This means that if the left gets the most seats in the Parliament, the President of the Commission will be / should be “awarded” to the candidate presented by the left, or more specifically in our case, to the group of the Socialists & Democrats or S&D like the cool kids say! But what’s a group you say?!
A political group in the European Parliament is composed of at least twenty-five members from a quarter of the Member States of the European Union. For 28 countries it means 7, just so you’re clear.
The candidate for the Socialists & Democrats group is the current President of the European Parliament, the German Martin Schultz.
Meanwhile, the centre-right or EPP group has Jean-Claude Juncker. He is the former Prime Minister of the Grand-Duchy of Luxemburg and former President of the Eurogroup also my former personal hero… Yes the crisis destroyed more than jobs, but let’s stay on point.
The youngest candidate presented by a group is our guest this week, the German Ska Keller. But as the Greens believe in dual leadership, she is part of a ticket with José Bové a French Member of the European parliament. Two for one! But is that really sustainable?!
And if you have no idea who you are going to vote for take this quick but efficient quiz. It will tell you (almost) everything you need to know before going to the voting booth.
This week meet our German characters:
Terry Reintke, the poli-activist
She believes that young people should of course vote for the next European parliament elections (#EP2014) but she also thinks that it shouldn’t prevent us from taking the streets as well! This is an unusual way of thinking for someone who’s been engaged in politics for more than ten years! What is even more unusual is that she is running for a big party! This makes her our own poli-atictivist! (political activist)
Find out more about her and her program on her website. You can also follow her on Twitter @TerryReintke, post on her Facebook page to engage, debate and ask her what she can do to help young Europeans! Come on now don’t be shy and #TerryOn!
Terry Reintke, la poli-activiste
Elle est notre personnage politique pour l’Allemagne. Terry a 26 ans, elle est l’ancienne porte-parole pour les Jeunes Verts et en neuvième position sur la liste des Verts en Allemagne. Elle souhaite que les jeunes européens aillent voter lors des prochaines élections du Parlement mais elle veut également qu’ils investissent les rues! Ce qui est une façon de penser assez particulière pour une personne politique appartenant à un gros parti et qui plus est engagée en politique depuis plus de 10 ans. Cela fait d’elle notre poli-activist ! Une politique activiste.
Pour en savoir plus à son sujet et son programme visitez son site web. Vous pouvez également la suivre sur Twitter @TerryReintke, lui laisser des messages sur sa page Facebook afin de débattre avec elle et lui demander ce qu’elle compte faire pour aider concrètement les jeunes européens. N’ayez pas peur de l’interpeller #TerryOn !
Cherian Grundmann, the true believer
Cherian got engaged in political discussions on Facebook in 2011. At that time he was part of a group discussing the European Union and the crisis that had been going on for three years and its consequences. Later he co-founded One Europe, with Ivan Botoucharov, an on line platform made by European citizens for European citizens to talk and exchange views on the European project. He wants a more open and democratic Europe. He truly believes in the European project and in letting all citizens be part of its construction. If you also think that Europeans should exchange points of views on the European project you can visit One Europe’s website and participate in their crowdfunding campaign that lasts until April 1st.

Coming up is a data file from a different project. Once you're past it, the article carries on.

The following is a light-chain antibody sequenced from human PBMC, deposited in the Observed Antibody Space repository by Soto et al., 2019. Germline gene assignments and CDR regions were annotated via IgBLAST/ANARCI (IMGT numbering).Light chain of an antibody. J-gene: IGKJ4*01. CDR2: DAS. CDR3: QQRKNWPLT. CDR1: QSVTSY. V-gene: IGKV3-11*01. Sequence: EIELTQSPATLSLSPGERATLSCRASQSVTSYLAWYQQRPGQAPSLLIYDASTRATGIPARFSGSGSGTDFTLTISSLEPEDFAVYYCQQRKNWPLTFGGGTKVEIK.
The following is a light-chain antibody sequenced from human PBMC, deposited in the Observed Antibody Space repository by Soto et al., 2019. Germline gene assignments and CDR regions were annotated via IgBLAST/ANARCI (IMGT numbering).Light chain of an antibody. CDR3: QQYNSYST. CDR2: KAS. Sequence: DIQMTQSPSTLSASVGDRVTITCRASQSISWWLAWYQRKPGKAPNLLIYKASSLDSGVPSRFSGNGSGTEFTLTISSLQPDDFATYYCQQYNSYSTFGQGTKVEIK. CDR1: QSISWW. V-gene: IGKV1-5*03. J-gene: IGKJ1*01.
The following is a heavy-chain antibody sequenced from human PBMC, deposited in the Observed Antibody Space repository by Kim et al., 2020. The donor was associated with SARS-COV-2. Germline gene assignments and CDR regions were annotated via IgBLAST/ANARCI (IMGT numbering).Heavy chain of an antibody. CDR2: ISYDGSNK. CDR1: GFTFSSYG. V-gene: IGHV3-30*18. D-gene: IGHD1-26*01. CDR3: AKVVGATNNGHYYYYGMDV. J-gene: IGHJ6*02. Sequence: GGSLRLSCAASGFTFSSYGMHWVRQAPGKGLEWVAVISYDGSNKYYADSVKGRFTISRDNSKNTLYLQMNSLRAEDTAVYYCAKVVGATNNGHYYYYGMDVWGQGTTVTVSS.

Do not miss the opportunity to engage and talk about the European project with Cherian and all the team of One Europe! Debate and exchange point of views with an incredibly devoted and active team on Facebook and Twitter @One1Europe.
Cherian Grundmann, le fervent défenseur
Cherain Grundmann commence à s’intéresser à la politique européenne en 2011 sur Facebook. A cette époque il fait partie d’un groupe qui parle de la crise qui touche l’Union européenne depuis trois ans. Plus tard, il devient l’un des co-fondateurs de One Europe, avec Ivan Botoucharov, une plateforme de débat en ligne qui traite de l’Union européenne, faite par des citoyens européens pour les citoyens européens. Il se bat pour une Union européenne plus ouverte et démocratique. Il croit dans le projet européen et au fait que chaque citoyen doit être associé à sa construction.
Afin de maintenir son projet en vie il conduit actuellement une campagne de crowdfunding ou financement participatif, jusqu’au 1er avril. Si vous aussi vous pensez que le projet européen doit être discuté entre citoyens alors n’hésitez pas à le soutenir !
This week’s update is a little bit special as it’s not about one of EusprYng’s main characters.
No this week I have a special treat for you: an interview with Daniel Cohn-Bendit. He represents in a way both sides of this web-documentary. He started out as an activist in the streets of Paris in May 1968 and then he entered the European political arena where he stayed for the past 20 years. But this May, European politics will say farewell to one of its truest believer as he will not be on the lists of the Green party this year or even ever… He says he is too old for that now!
It seemed significant enough to start with his video. Because in a sense he embodies the spirit of EusprYng: the street facing the political system.
But if you know Daniel Cohn-Bendit you know he will not go without a bang! In this interview we talk about the upcoming European parliament elections, Radical left opposition leader and runner up for the European Commission presidency Alexis Tsipras and his party SYRIZA, and of course the possibility of a European sprYng.
In this interview Daniel Cohn-Bendit takes the example of Greece opting out of the Euro currency. More specifically, he talks about a Memorandum, which is the document (several in fact) that Greece had to sign and that forces the Greek government(s) among other things to cut civil servants pay. In exchange Greece receives money “from” the Troika i.e. the European Commission, the European Central Bank and the International Monetary Fund (IMF). In order to refresh your memory or to know more about that subject you can read the articles below. And if you really can’t get enough of that stuff you can also visit the official websites of the European Commission and the IMF (links also below).
Articles from The Guardian & The Economist
Link to a Wikipedia article:
Links to the European Commission official website:
Links to the IMF official website: